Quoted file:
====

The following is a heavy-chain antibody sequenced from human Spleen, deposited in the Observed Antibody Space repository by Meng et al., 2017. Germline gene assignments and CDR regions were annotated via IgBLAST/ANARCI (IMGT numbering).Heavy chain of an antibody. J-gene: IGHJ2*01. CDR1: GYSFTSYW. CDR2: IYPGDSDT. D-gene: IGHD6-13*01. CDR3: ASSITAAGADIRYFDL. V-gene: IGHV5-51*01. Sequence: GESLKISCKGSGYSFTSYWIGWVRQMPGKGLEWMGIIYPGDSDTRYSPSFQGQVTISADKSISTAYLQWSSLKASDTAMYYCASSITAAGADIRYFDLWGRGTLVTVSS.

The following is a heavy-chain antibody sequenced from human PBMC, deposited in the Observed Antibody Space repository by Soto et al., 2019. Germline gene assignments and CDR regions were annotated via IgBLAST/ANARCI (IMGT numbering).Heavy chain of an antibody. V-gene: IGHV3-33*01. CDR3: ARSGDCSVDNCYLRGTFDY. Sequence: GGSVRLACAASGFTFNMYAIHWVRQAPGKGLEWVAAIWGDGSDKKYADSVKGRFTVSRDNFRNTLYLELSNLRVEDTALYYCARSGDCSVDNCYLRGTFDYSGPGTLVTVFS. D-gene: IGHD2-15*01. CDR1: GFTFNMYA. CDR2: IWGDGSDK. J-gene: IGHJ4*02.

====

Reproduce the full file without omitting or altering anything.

The following is a heavy-chain antibody sequenced from human Spleen, deposited in the Observed Antibody Space repository by Meng et al., 2017. Germline gene assignments and CDR regions were annotated via IgBLAST/ANARCI (IMGT numbering).Heavy chain of an antibody. J-gene: IGHJ2*01. CDR1: GYSFTSYW. CDR2: IYPGDSDT. D-gene: IGHD6-13*01. CDR3: ASSITAAGADIRYFDL. V-gene: IGHV5-51*01. Sequence: GESLKISCKGSGYSFTSYWIGWVRQMPGKGLEWMGIIYPGDSDTRYSPSFQGQVTISADKSISTAYLQWSSLKASDTAMYYCASSITAAGADIRYFDLWGRGTLVTVSS.

The following is a heavy-chain antibody sequenced from human PBMC, deposited in the Observed Antibody Space repository by Soto et al., 2019. Germline gene assignments and CDR regions were annotated via IgBLAST/ANARCI (IMGT numbering).Heavy chain of an antibody. V-gene: IGHV3-33*01. CDR3: ARSGDCSVDNCYLRGTFDY. Sequence: GGSVRLACAASGFTFNMYAIHWVRQAPGKGLEWVAAIWGDGSDKKYADSVKGRFTVSRDNFRNTLYLELSNLRVEDTALYYCARSGDCSVDNCYLRGTFDYSGPGTLVTVFS. D-gene: IGHD2-15*01. CDR1: GFTFNMYA. CDR2: IWGDGSDK. J-gene: IGHJ4*02.